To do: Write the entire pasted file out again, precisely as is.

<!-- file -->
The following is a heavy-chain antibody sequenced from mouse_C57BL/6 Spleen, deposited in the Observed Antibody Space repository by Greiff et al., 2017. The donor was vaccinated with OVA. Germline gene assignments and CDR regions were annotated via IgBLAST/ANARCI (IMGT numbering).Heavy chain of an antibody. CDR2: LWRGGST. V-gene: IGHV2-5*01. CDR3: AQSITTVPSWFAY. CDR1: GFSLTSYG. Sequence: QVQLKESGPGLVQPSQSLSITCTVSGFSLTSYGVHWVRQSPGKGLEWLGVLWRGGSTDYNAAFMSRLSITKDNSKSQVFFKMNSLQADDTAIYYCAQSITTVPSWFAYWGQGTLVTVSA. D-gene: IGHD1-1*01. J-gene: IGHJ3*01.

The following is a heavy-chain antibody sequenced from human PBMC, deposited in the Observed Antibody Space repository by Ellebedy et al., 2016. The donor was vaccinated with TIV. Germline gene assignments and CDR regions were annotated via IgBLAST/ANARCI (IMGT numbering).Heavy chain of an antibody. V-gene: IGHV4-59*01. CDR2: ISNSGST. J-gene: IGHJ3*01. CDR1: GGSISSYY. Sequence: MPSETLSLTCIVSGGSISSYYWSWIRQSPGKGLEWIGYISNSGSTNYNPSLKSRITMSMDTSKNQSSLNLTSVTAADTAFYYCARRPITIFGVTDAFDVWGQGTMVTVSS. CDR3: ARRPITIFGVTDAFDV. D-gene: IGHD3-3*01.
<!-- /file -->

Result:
The following is a heavy-chain antibody sequenced from mouse_C57BL/6 Spleen, deposited in the Observed Antibody Space repository by Greiff et al., 2017. The donor was vaccinated with OVA. Germline gene assignments and CDR regions were annotated via IgBLAST/ANARCI (IMGT numbering).Heavy chain of an antibody. CDR2: LWRGGST. V-gene: IGHV2-5*01. CDR3: AQSITTVPSWFAY. CDR1: GFSLTSYG. Sequence: QVQLKESGPGLVQPSQSLSITCTVSGFSLTSYGVHWVRQSPGKGLEWLGVLWRGGSTDYNAAFMSRLSITKDNSKSQVFFKMNSLQADDTAIYYCAQSITTVPSWFAYWGQGTLVTVSA. D-gene: IGHD1-1*01. J-gene: IGHJ3*01.

The following is a heavy-chain antibody sequenced from human PBMC, deposited in the Observed Antibody Space repository by Ellebedy et al., 2016. The donor was vaccinated with TIV. Germline gene assignments and CDR regions were annotated via IgBLAST/ANARCI (IMGT numbering).Heavy chain of an antibody. V-gene: IGHV4-59*01. CDR2: ISNSGST. J-gene: IGHJ3*01. CDR1: GGSISSYY. Sequence: MPSETLSLTCIVSGGSISSYYWSWIRQSPGKGLEWIGYISNSGSTNYNPSLKSRITMSMDTSKNQSSLNLTSVTAADTAFYYCARRPITIFGVTDAFDVWGQGTMVTVSS. CDR3: ARRPITIFGVTDAFDV. D-gene: IGHD3-3*01.